The risk for developing newborn jaundice is highest in: 
  • Babies that are born before the 37 weeks gestation period (premature babies)
  • Babies who aren’t getting enough breast milk or formula because either the mothers are not able to feed them or the mother’s milk is not produced yet. If a baby is diagnosed with this type of jaundice, also otherwise known as (breastfeeding jaundice) it’s recommended to feed more often. A lactation consultant can be consulted in these cases
  • In cases where there the mother and the child’s blood type do not match.

In cases where the blood group of the newborn and the mother isn’t compatible, antibodies can develop in the baby that can destroy their red blood cells and hence lead to a sudden rise in the bilirubin levels.

Some other causes of neonatal jaundice include:

  • A bruise at birth or internal bleeding.
  • Liver problems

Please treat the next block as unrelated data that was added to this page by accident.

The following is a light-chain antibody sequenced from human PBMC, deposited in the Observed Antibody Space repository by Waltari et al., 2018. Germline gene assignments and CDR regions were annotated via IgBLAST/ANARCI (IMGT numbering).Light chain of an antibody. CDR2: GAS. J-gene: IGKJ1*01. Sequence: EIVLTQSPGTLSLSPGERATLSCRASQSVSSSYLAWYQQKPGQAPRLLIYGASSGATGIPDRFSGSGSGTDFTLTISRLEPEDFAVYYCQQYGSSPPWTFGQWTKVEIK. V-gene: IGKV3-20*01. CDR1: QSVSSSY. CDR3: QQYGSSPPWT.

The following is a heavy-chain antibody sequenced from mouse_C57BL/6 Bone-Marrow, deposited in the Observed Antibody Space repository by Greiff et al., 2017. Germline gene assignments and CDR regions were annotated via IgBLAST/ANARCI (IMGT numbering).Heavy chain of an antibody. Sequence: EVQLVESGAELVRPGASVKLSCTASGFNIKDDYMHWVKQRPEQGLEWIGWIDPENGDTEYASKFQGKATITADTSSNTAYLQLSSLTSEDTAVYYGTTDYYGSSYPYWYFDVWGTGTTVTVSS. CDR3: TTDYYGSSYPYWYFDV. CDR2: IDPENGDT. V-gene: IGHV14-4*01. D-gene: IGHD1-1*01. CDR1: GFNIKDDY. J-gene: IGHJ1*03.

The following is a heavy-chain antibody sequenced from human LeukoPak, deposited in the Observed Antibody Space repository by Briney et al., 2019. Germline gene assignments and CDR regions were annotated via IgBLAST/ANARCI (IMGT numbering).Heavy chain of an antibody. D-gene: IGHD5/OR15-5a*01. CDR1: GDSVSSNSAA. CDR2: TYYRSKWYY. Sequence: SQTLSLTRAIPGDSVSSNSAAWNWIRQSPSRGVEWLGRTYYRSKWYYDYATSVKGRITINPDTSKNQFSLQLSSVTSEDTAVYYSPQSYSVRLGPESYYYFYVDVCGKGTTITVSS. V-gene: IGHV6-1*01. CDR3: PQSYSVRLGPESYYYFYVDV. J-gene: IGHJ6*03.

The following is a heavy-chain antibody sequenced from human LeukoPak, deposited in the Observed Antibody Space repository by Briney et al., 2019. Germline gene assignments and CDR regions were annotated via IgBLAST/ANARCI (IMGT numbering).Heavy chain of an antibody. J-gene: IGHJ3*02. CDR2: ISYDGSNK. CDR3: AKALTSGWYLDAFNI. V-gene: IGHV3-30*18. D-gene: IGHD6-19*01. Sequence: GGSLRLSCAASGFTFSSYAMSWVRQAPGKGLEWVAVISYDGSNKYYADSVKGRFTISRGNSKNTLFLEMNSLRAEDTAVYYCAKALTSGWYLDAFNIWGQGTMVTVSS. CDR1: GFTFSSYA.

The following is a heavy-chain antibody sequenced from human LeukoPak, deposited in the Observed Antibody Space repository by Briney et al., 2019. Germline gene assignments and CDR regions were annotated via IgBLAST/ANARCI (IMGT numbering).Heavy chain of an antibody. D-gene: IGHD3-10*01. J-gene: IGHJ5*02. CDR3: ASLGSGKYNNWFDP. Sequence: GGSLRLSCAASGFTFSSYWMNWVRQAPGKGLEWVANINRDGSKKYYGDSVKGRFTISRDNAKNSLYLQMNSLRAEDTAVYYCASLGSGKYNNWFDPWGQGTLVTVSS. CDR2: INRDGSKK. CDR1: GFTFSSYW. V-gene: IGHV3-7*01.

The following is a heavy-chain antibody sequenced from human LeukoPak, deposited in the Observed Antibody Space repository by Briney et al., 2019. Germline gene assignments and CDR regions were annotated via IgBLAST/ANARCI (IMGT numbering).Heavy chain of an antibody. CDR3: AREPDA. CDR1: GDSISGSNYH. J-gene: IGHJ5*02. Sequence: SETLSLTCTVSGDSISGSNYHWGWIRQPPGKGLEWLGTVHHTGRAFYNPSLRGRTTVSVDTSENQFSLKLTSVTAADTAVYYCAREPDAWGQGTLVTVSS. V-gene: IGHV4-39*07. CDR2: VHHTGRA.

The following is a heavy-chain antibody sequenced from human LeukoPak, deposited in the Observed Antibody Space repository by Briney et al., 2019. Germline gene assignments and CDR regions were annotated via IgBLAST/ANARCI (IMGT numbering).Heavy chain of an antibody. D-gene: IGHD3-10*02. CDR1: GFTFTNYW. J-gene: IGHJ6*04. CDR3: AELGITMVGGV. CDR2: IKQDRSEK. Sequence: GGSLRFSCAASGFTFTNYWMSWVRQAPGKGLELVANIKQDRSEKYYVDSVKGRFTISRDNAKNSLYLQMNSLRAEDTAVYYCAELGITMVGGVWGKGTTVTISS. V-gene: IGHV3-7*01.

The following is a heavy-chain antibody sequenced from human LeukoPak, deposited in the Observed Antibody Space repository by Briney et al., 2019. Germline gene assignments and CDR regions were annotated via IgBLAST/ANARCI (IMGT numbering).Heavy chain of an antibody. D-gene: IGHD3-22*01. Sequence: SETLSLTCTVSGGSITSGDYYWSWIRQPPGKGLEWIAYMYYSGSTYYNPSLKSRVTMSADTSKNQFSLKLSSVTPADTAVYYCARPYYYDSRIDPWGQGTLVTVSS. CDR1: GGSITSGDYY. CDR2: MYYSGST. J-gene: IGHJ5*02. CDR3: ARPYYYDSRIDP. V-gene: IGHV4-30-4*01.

• A possible infection
  • An enzyme deficiency
  • An abnormality in the baby’s red blood cells (born with high red blood cells or a big bruise on the head.

What symptoms should be focussed on, in cases of newborn jaundice?

Look out for the whites of the eyes and the skin turning yellow. This usually appears between the second and the fourth-day post-birth. The yellowing begins to show up first on the face, followed by the chest and the legs. Babies with very high levels of bilirubin may be sleepy, fussy, and floppy. It is difficult to spot jaundice in darker complexioned babies, hence it is necessary to look out for other symptoms in this case.
To check if your baby has jaundice here is something you can try. Press lightly on your infant’s forehead or nose. If the skin looks yellowish on the area where you pressed, the baby likely has jaundice otherwise the skin color on that spot should look lighter than the normal color for a moment.